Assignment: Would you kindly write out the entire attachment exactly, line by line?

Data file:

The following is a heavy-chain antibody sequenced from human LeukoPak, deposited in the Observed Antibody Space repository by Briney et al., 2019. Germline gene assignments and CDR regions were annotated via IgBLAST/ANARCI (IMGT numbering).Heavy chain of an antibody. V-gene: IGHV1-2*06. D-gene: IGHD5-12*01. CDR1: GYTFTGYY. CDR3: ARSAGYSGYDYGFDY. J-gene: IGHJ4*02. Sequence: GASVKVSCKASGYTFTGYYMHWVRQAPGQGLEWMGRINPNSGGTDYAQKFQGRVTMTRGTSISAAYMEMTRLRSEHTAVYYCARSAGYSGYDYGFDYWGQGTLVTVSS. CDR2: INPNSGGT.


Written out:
The following is a heavy-chain antibody sequenced from human LeukoPak, deposited in the Observed Antibody Space repository by Briney et al., 2019. Germline gene assignments and CDR regions were annotated via IgBLAST/ANARCI (IMGT numbering).Heavy chain of an antibody. V-gene: IGHV1-2*06. D-gene: IGHD5-12*01. CDR1: GYTFTGYY. CDR3: ARSAGYSGYDYGFDY. J-gene: IGHJ4*02. Sequence: GASVKVSCKASGYTFTGYYMHWVRQAPGQGLEWMGRINPNSGGTDYAQKFQGRVTMTRGTSISAAYMEMTRLRSEHTAVYYCARSAGYSGYDYGFDYWGQGTLVTVSS. CDR2: INPNSGGT.